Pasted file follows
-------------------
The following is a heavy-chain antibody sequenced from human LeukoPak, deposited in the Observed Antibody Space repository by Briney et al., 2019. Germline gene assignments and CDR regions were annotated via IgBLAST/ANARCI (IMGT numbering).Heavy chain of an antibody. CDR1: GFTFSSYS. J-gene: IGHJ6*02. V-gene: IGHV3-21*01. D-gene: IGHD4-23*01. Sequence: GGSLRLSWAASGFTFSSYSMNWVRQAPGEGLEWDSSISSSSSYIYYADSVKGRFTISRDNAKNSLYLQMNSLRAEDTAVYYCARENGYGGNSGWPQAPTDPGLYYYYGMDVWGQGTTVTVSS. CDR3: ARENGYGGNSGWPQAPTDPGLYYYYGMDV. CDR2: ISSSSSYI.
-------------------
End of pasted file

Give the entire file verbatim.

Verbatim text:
The following is a heavy-chain antibody sequenced from human LeukoPak, deposited in the Observed Antibody Space repository by Briney et al., 2019. Germline gene assignments and CDR regions were annotated via IgBLAST/ANARCI (IMGT numbering).Heavy chain of an antibody. CDR1: GFTFSSYS. J-gene: IGHJ6*02. V-gene: IGHV3-21*01. D-gene: IGHD4-23*01. Sequence: GGSLRLSWAASGFTFSSYSMNWVRQAPGEGLEWDSSISSSSSYIYYADSVKGRFTISRDNAKNSLYLQMNSLRAEDTAVYYCARENGYGGNSGWPQAPTDPGLYYYYGMDVWGQGTTVTVSS. CDR3: ARENGYGGNSGWPQAPTDPGLYYYYGMDV. CDR2: ISSSSSYI.